Dr. Whiyie Sang spends his workdays talking about topics most people actively avoid.

As a colorectal surgeon, he talks about – and treats – “bathroom problems.” He treats conditions such as inflammatory bowel disease, anorectal (anus and rectum) disorders and colon and rectal cancer, among others. He’s trained in using the da Vinci robot for surgery, but we talked to him about something much more basic. One of the most common issues he treats is something nearly everyone suffers from at one time or another – constipation.

He and his family – including his wife, who’s an infectious disease doctor – recently moved to Wilmington from Orlando when he joined Novant Health General Surgery - New Hanover (Colon & Rectal). We talked to him about a common problem people are often embarrassed to acknowledge.

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What’s the first thing should people know about colon health?

Maintaining good colon health starts with diet. We all need to eat at least 25 grams of fiber a day. There are many ways to consume fiber – certain breakfast cereals, vegetables and fiber supplements. I personally eat high-fiber cereals and take fiber supplements.

We also need to drink around 68 ounces of water a day, which comes out to around six to eight 8-ounce glasses. And that’s pure, unadulterated water. Drinks with caffeine do not count.

Even people who eat plenty of vegetables can still have GI issues related to their colons. So, fiber supplements like Metamucil and Benefiber are a good idea for every adult. They don’t come with any contraindications, and they’re useful for bulking up stool and keeping water in. There’s no reason not to take fiber. (A contraindication is a reason someone should not take something because of their health or other factors.)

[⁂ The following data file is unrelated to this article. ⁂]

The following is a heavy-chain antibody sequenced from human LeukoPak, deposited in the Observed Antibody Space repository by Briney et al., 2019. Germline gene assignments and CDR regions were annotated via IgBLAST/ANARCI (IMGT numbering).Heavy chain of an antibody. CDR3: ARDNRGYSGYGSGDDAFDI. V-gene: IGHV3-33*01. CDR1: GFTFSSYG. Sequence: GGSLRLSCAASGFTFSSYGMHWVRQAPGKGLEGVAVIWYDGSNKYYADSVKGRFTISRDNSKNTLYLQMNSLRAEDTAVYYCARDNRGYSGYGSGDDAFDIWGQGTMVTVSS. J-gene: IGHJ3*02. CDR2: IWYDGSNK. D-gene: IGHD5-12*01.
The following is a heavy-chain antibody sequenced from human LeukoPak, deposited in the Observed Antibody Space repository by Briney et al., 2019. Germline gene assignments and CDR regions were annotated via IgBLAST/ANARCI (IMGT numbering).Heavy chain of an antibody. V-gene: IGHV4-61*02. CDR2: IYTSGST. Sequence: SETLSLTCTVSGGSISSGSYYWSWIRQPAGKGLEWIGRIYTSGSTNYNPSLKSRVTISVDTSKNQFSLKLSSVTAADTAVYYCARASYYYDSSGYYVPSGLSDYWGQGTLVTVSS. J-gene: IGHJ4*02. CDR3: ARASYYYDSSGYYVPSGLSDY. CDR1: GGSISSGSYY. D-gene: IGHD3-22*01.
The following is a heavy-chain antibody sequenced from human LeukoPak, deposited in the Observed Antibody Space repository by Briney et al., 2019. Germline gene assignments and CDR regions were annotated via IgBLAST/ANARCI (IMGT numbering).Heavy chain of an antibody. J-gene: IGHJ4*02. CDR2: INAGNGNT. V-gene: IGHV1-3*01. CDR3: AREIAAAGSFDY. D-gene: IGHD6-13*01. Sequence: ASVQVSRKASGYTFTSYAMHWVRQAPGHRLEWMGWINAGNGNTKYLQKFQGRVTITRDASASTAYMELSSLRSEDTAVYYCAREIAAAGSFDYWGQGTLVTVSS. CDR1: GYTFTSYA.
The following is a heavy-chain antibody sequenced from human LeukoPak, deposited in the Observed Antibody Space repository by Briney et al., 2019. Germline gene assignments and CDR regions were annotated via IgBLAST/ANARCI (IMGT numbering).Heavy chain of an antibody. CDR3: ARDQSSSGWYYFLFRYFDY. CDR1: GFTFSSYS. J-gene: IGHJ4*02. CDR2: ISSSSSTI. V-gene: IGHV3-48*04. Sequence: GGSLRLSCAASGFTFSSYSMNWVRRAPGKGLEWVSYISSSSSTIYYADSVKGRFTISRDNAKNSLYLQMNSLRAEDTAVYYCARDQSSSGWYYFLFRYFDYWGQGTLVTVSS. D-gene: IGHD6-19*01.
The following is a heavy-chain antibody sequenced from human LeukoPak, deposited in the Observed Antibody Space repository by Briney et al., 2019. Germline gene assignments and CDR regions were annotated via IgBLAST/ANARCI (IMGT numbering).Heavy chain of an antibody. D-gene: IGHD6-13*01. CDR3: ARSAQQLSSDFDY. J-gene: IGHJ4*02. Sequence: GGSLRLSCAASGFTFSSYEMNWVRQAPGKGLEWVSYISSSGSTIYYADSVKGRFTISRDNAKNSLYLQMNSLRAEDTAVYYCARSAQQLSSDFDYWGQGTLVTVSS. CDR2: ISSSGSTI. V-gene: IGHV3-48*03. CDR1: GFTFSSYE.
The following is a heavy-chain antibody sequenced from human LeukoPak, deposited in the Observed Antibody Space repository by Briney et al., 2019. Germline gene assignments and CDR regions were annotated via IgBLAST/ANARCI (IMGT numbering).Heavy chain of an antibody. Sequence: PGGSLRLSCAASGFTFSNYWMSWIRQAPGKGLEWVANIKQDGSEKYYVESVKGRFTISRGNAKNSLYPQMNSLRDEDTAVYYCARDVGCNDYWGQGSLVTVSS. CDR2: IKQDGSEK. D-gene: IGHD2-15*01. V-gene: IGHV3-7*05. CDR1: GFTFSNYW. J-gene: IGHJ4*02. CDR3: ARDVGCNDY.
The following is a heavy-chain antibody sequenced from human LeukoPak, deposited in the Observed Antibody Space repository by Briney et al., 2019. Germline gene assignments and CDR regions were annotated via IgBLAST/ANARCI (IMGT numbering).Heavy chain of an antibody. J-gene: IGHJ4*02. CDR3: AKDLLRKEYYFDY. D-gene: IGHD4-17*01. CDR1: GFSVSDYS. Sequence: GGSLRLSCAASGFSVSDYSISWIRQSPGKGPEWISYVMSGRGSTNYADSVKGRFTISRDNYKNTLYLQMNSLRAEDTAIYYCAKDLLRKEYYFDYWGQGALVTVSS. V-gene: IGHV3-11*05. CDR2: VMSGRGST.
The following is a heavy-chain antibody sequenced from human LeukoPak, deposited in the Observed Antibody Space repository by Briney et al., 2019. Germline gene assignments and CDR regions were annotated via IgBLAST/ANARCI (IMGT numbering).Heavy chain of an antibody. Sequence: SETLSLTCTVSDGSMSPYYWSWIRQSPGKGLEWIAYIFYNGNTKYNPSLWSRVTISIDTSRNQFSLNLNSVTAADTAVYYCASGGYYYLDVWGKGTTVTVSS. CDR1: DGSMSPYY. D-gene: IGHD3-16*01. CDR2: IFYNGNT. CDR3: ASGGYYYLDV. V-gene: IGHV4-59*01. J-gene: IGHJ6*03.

What exactly is constipation?

Simply, constipation is when you have to strain to have a bowel movement. And it’s important to note that the frequency with which people have BMs varies from one person to the next. Everyone’s normal can be different. Normal can range from once or twice a day to once every two or three days. When you’re constipated, your BMs may be hard, lumpy and require straining.

Are there any risks of being constipated?

The risks of remaining constipated include pain, bloating and discomfort. Constipation can be secondary to a diet low in fiber, not drinking enough water or side effects of medications.

If you remain constipated for a prolonged period, it’s a good idea to contact your primary care provider. They’ll likely recommend adding more fiber to your diet or taking a supplement. And if the problem still persists, they may refer you to a specialist.

Constipation might seem trivial, but it can get pretty involved. There are different types and different reasons why people have it.

Functional constipation is a problem intrinsic to the colon; it has to do with physiology. It’s when the colon doesn’t work optimally, and it may require medicine or surgery. Functional constipation is a problem that’s not caused by something else like diet or medication.